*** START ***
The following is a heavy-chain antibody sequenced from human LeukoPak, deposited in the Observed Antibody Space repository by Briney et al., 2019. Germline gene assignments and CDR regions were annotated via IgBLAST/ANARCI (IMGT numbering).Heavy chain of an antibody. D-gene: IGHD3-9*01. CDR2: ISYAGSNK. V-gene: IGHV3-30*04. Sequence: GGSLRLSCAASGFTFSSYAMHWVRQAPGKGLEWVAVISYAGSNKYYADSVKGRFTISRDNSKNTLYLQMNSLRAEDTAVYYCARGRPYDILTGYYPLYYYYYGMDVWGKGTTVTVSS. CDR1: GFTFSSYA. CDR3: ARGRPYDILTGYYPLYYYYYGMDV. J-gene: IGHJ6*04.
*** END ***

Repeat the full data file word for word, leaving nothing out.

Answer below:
The following is a heavy-chain antibody sequenced from human LeukoPak, deposited in the Observed Antibody Space repository by Briney et al., 2019. Germline gene assignments and CDR regions were annotated via IgBLAST/ANARCI (IMGT numbering).Heavy chain of an antibody. D-gene: IGHD3-9*01. CDR2: ISYAGSNK. V-gene: IGHV3-30*04. Sequence: GGSLRLSCAASGFTFSSYAMHWVRQAPGKGLEWVAVISYAGSNKYYADSVKGRFTISRDNSKNTLYLQMNSLRAEDTAVYYCARGRPYDILTGYYPLYYYYYGMDVWGKGTTVTVSS. CDR1: GFTFSSYA. CDR3: ARGRPYDILTGYYPLYYYYYGMDV. J-gene: IGHJ6*04.